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How to Gain Stakeholder Support for Transactions

Hospitals do not operate in a vacuum; they affect everyone in the community. Without the buy-in of employees, staff, community members and elected officials, an otherwise well-planned transaction may fail. But how can hospital leaders gain the support of so many disparate groups? Read on to find the answers.

Clear, frequent communication is critical to gaining stakeholder support. Establishing an open dialogue from the beginning of a transaction and continuing to communicate even after a transaction is complete helps build support among key stakeholders in hospitals.

Molly Cate, of the healthcare public affairs firm Jarrard Phillips Cate & Hancock, says, "First and foremost hospitals have to start internally, because if they don't they lose the opportunity to create messengers to speak for [them]." Building support among staff, employees and board members provides a base from which support of the community and political leaders can grow. "When in transition, people's appetite [for communication] increases; people absorb it and talk about it at work, at the grocery store, at church on Sunday," she says.

Marc Halley, president and CEO of Halley Consulting Group, suggests a similar tactic for building support among staff members when a hospital acquires a medical practice. Mr. Halley says leaders should be "clear [to staff] about why they're in the business [of acquiring a medical practice] and why it's going to be successful." He says explaining the reasons for their decision can increase understanding and prevent staff from feeling threatened. Leaders should "demonstrate that they're not trying to hurt independent physicians" to build trust between the two groups, according to Mr. Halley. Another strategy for alleviating fears can be to tell staff and employees that "homework has been done," Ms. Cate says. Letting stakeholders know that thought and deliberation led to the decision to pursue a transaction can inspire trust and understanding in potential supporters.

Key to successful communication to stakeholders is dialogue: hospital leaders should both dispense and gather information. Ms. Cate compares gaining buy-in for a hospital transaction to running a political campaign. As in a political campaign, the hospital CEO is responsible for discovering the wants and needs of the constituents and packaging the transaction to fit those wants and needs. "Most employees got into healthcare because they want to help people," Ms. Cate says. Thus, one way to package the transaction to employees is "helping them realize how a transition is going to impact their ability to [help people]." For example, emphasizing that a merger will help integrate service lines and possibly decrease errors may encourage employees to support the transaction because it will help them care for patients.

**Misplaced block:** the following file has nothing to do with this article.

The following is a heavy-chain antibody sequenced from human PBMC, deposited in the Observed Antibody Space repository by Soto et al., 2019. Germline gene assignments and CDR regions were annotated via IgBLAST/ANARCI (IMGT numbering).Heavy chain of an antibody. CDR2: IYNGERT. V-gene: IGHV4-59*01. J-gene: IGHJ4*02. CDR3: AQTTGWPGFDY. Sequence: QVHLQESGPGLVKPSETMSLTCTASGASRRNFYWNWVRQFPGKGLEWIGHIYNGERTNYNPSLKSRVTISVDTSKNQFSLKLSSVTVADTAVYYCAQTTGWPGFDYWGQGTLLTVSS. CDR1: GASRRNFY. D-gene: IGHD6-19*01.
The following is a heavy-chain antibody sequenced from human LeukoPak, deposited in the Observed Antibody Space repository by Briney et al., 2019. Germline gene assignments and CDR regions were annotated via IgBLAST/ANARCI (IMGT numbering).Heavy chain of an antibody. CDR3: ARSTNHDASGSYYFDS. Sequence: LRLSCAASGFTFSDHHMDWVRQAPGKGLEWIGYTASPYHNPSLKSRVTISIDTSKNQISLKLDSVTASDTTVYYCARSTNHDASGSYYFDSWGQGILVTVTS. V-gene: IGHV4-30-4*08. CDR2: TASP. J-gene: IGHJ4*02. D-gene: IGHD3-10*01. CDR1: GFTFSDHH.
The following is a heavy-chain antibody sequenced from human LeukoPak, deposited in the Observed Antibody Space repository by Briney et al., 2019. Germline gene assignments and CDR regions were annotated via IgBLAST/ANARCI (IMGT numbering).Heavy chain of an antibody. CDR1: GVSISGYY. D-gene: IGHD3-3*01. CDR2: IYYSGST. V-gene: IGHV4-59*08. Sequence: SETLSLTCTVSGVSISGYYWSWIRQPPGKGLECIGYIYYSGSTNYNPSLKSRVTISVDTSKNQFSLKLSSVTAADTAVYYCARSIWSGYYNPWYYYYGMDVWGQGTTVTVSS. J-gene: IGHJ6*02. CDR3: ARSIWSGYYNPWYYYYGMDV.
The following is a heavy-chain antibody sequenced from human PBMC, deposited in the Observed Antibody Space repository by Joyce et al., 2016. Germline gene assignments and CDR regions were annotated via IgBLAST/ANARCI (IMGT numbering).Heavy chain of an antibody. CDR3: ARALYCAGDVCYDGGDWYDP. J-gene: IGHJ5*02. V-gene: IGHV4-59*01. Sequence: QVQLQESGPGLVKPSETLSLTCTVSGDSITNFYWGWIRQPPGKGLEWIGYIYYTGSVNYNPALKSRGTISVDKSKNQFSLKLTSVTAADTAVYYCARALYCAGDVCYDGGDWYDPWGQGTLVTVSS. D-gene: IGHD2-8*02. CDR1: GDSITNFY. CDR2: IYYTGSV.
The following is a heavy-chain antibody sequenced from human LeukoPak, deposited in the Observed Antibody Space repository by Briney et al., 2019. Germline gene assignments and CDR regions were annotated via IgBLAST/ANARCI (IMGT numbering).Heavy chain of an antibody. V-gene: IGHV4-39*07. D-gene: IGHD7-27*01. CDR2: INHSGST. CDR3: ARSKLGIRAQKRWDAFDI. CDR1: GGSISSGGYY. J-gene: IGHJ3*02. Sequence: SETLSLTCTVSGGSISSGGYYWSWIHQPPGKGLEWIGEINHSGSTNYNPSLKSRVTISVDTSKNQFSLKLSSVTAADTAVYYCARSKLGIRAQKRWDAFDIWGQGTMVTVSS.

Hospital leaders can learn about their constituents by examining data for patient satisfaction, community perception and community needs, according to Ms. Cate. Another strategy is to create a small group representing a cross section of the constituency. The group members would "be the eyes and ears of the campaign. They can tell you what people really say, what people really think about an issue," Ms. Cate says. Simply listening to information, however, will not accomplish a hospital's goals. Leaders need to respond to stakeholders by constantly updating them on the hospital's progress and plans. In turn, leaders should constantly update themselves on the stakeholders' concerns.

Once leaders understand their constituents, developing a strategy of how to communicate to each group may help ensure inclusion of communication in the transaction process. "Insistence on communication since the beginning can be an easy thing to brush aside because of all the other pieces [involved in a transaction], but it's critically important," says Ms. Cate. She says one strategy for successful communication is for hospital leaders to create a vision and message about the transaction and then to be consistent in this message.

Mr. Halley says that in his consulting firm, he helps hospital leaders create a communication matrix that identifies who the stakeholders are, what likely questions and concerns they have and what the hospital's response will be. The matrix further describes who will communicate to the various stakeholders and how. Mr. Halley says there are various ways to successfully communicate to stakeholders, including using a multimedia approach, meeting face to face, sending a hospital newsletter to medical staff members and creating boards and committees, among others.

By using a variety of communication methods, leaders can reach each group of stakeholders and gain support for their transaction.

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